Basting has always been a bit of a challenge for me. I started out with thread basting my quilts as I was too cheap to buy enough safety pins to really secure a quilt sandwich together. Thread basting on the floor seemed excessively hard on my knees and back after a few quilts, so I sprung for the curved safety pins and a roll of masking tape. (Rita of Red Pepper Quilts explains it beautifully here...)
From looking at the internet I also learned what this odd looking Kwik Klip tool was (Holly DeGroot of Bijou Lovely uses it in this post...). I had inherited a Kwik Klip from someone and always assumed some part of it was broken off.
Pin basting with safety pins was much faster but it still hurt my back and involved a great deal of crawling about on the floor. Plus, no matter how much I taped and pinned, I still got small puckers or had to redo whole sections.
At the first Minneapolis Modern Quilt Guild retreat, Colby showed me how to spray baste, using a temporary fabric adhesive. (Ashley of Film in the Fridge shows a similar method here...) I bought a can of Odif's 505 Spray & Fix and tried it out on two quilts. I was pretty impressed with how grippy it was, and how fast the quilts went together, but had some concerns about inhaling the fumes even though it is 'non-toxic'. Since I am pregnant I thought I'd better play it safe and check up. I looked at their MSDS sheet and tried twice to write and email the company asking if their products were safe to use when pregnant. Since I have gotten no responses I put the 505 on the shelf for later use.
At the same retreat Annik had mentioned a product called Pinmoors that were used for basting and seemed much easier than safety pins and much more environmentally friendly than a spray. Instead of safety pins you use straight pins or flower head pins and stick one of these plastic nubs on the pointy end. It is much faster than safety pins and a lot easier on the fingers and wrists. As I mentioned before I am too cheap to buy anything, so I actually cut up some sheet foam to make a temporary facsimile. (If I stick with this method I will eventually purchase the real deal as I think they would last longer...)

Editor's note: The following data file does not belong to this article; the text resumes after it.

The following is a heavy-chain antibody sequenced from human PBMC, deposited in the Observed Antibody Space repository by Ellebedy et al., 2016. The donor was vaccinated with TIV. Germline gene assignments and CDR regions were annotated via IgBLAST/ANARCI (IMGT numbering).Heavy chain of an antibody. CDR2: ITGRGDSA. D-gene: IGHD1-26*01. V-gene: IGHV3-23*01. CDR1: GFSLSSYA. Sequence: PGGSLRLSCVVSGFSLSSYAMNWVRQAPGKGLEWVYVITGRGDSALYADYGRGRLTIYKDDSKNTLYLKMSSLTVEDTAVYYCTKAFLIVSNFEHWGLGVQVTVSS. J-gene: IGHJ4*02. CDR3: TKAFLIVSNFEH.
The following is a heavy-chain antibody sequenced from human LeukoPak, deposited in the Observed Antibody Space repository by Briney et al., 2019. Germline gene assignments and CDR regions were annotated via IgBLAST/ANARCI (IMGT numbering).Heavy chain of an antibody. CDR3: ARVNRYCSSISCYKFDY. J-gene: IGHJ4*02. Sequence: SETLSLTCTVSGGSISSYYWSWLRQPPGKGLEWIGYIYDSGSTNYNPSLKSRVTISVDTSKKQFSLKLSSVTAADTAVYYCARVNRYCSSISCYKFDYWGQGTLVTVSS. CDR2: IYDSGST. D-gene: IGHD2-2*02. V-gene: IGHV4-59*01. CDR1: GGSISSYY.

This week I set out to baste the quilt I am making for the baby and as I started clearing the floor in my sewing room, I realized I am a bit too pregnant to do any kind of basting on the floor. A smidge of research on the web and I found this great tutorial by Blair of Wisecraft on table basting. A combination of clamps, clothespins, and tape along with my homemade pin buddies and I had a pretty well secured quilt ready to go to the machine, in less than an hour. Table basting seems like a good way to go for quilts 72" or less. I will definitely be doing this method again!